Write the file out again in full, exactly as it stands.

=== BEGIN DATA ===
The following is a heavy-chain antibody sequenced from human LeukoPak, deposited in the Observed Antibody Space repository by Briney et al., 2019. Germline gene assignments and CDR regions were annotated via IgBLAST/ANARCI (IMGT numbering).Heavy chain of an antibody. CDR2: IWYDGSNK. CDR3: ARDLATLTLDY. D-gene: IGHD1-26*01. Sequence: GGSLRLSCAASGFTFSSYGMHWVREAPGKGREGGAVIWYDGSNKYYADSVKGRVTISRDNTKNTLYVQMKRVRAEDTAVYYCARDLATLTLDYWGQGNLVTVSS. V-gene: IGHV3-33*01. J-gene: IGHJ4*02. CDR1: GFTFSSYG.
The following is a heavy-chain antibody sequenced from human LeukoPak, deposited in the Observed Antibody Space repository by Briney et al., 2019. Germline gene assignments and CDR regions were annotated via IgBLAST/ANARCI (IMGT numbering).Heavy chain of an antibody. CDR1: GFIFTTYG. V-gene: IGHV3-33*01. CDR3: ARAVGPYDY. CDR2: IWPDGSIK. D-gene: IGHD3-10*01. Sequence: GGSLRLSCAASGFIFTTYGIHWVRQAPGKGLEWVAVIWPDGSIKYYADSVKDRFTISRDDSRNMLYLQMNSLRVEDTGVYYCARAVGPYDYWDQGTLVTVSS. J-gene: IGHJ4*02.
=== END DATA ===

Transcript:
The following is a heavy-chain antibody sequenced from human LeukoPak, deposited in the Observed Antibody Space repository by Briney et al., 2019. Germline gene assignments and CDR regions were annotated via IgBLAST/ANARCI (IMGT numbering).Heavy chain of an antibody. CDR2: IWYDGSNK. CDR3: ARDLATLTLDY. D-gene: IGHD1-26*01. Sequence: GGSLRLSCAASGFTFSSYGMHWVREAPGKGREGGAVIWYDGSNKYYADSVKGRVTISRDNTKNTLYVQMKRVRAEDTAVYYCARDLATLTLDYWGQGNLVTVSS. V-gene: IGHV3-33*01. J-gene: IGHJ4*02. CDR1: GFTFSSYG.
The following is a heavy-chain antibody sequenced from human LeukoPak, deposited in the Observed Antibody Space repository by Briney et al., 2019. Germline gene assignments and CDR regions were annotated via IgBLAST/ANARCI (IMGT numbering).Heavy chain of an antibody. CDR1: GFIFTTYG. V-gene: IGHV3-33*01. CDR3: ARAVGPYDY. CDR2: IWPDGSIK. D-gene: IGHD3-10*01. Sequence: GGSLRLSCAASGFIFTTYGIHWVRQAPGKGLEWVAVIWPDGSIKYYADSVKDRFTISRDDSRNMLYLQMNSLRVEDTGVYYCARAVGPYDYWDQGTLVTVSS. J-gene: IGHJ4*02.